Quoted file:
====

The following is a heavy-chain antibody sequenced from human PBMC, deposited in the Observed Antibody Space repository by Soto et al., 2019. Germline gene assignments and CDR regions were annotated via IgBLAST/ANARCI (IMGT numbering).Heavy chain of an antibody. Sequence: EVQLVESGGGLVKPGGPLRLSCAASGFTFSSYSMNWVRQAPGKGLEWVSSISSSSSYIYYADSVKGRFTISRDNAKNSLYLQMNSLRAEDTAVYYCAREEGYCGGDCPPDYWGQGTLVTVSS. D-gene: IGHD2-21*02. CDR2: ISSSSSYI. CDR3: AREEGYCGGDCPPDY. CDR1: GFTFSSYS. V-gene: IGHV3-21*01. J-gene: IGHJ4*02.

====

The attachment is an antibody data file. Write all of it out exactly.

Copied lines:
The following is a heavy-chain antibody sequenced from human PBMC, deposited in the Observed Antibody Space repository by Soto et al., 2019. Germline gene assignments and CDR regions were annotated via IgBLAST/ANARCI (IMGT numbering).Heavy chain of an antibody. Sequence: EVQLVESGGGLVKPGGPLRLSCAASGFTFSSYSMNWVRQAPGKGLEWVSSISSSSSYIYYADSVKGRFTISRDNAKNSLYLQMNSLRAEDTAVYYCAREEGYCGGDCPPDYWGQGTLVTVSS. D-gene: IGHD2-21*02. CDR2: ISSSSSYI. CDR3: AREEGYCGGDCPPDY. CDR1: GFTFSSYS. V-gene: IGHV3-21*01. J-gene: IGHJ4*02.